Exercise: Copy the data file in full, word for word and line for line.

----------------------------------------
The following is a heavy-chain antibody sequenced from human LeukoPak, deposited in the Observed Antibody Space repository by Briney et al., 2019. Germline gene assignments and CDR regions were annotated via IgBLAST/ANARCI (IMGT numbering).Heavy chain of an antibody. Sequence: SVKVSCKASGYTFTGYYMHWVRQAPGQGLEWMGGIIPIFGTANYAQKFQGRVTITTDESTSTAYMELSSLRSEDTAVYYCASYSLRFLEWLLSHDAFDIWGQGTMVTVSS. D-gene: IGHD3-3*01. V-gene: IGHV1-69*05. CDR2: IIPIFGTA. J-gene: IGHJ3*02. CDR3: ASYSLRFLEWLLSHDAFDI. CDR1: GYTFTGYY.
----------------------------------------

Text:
The following is a heavy-chain antibody sequenced from human LeukoPak, deposited in the Observed Antibody Space repository by Briney et al., 2019. Germline gene assignments and CDR regions were annotated via IgBLAST/ANARCI (IMGT numbering).Heavy chain of an antibody. Sequence: SVKVSCKASGYTFTGYYMHWVRQAPGQGLEWMGGIIPIFGTANYAQKFQGRVTITTDESTSTAYMELSSLRSEDTAVYYCASYSLRFLEWLLSHDAFDIWGQGTMVTVSS. D-gene: IGHD3-3*01. V-gene: IGHV1-69*05. CDR2: IIPIFGTA. J-gene: IGHJ3*02. CDR3: ASYSLRFLEWLLSHDAFDI. CDR1: GYTFTGYY.